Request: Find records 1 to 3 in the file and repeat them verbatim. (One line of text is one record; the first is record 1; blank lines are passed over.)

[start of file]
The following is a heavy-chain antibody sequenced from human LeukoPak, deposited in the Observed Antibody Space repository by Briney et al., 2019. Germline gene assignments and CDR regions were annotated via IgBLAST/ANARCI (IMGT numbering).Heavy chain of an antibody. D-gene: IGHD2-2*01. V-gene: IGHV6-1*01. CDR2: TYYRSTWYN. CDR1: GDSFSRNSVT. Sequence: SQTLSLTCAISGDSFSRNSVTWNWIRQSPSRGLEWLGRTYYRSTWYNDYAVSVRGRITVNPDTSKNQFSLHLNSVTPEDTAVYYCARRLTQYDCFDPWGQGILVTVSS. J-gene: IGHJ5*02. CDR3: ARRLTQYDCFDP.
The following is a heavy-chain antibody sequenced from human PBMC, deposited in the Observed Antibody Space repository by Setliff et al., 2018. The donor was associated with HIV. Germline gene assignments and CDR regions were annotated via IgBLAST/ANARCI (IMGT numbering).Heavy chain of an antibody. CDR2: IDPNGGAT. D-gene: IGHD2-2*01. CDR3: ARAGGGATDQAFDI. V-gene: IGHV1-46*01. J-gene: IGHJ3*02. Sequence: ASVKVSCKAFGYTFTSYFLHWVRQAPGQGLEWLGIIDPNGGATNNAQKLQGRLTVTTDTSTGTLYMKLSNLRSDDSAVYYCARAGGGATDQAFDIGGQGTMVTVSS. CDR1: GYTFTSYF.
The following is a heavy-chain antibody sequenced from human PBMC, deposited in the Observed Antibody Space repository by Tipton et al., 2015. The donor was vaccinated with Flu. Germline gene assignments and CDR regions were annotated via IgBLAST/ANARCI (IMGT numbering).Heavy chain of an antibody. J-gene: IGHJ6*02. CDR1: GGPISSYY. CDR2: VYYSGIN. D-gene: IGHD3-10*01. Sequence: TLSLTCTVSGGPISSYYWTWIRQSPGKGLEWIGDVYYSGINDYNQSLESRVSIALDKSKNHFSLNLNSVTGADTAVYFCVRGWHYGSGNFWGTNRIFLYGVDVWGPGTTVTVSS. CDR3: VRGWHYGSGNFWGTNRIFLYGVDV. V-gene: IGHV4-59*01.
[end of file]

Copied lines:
The following is a heavy-chain antibody sequenced from human LeukoPak, deposited in the Observed Antibody Space repository by Briney et al., 2019. Germline gene assignments and CDR regions were annotated via IgBLAST/ANARCI (IMGT numbering).Heavy chain of an antibody. D-gene: IGHD2-2*01. V-gene: IGHV6-1*01. CDR2: TYYRSTWYN. CDR1: GDSFSRNSVT. Sequence: SQTLSLTCAISGDSFSRNSVTWNWIRQSPSRGLEWLGRTYYRSTWYNDYAVSVRGRITVNPDTSKNQFSLHLNSVTPEDTAVYYCARRLTQYDCFDPWGQGILVTVSS. J-gene: IGHJ5*02. CDR3: ARRLTQYDCFDP.
The following is a heavy-chain antibody sequenced from human PBMC, deposited in the Observed Antibody Space repository by Setliff et al., 2018. The donor was associated with HIV. Germline gene assignments and CDR regions were annotated via IgBLAST/ANARCI (IMGT numbering).Heavy chain of an antibody. CDR2: IDPNGGAT. D-gene: IGHD2-2*01. CDR3: ARAGGGATDQAFDI. V-gene: IGHV1-46*01. J-gene: IGHJ3*02. Sequence: ASVKVSCKAFGYTFTSYFLHWVRQAPGQGLEWLGIIDPNGGATNNAQKLQGRLTVTTDTSTGTLYMKLSNLRSDDSAVYYCARAGGGATDQAFDIGGQGTMVTVSS. CDR1: GYTFTSYF.
The following is a heavy-chain antibody sequenced from human PBMC, deposited in the Observed Antibody Space repository by Tipton et al., 2015. The donor was vaccinated with Flu. Germline gene assignments and CDR regions were annotated via IgBLAST/ANARCI (IMGT numbering).Heavy chain of an antibody. J-gene: IGHJ6*02. CDR1: GGPISSYY. CDR2: VYYSGIN. D-gene: IGHD3-10*01. Sequence: TLSLTCTVSGGPISSYYWTWIRQSPGKGLEWIGDVYYSGINDYNQSLESRVSIALDKSKNHFSLNLNSVTGADTAVYFCVRGWHYGSGNFWGTNRIFLYGVDVWGPGTTVTVSS. CDR3: VRGWHYGSGNFWGTNRIFLYGVDV. V-gene: IGHV4-59*01.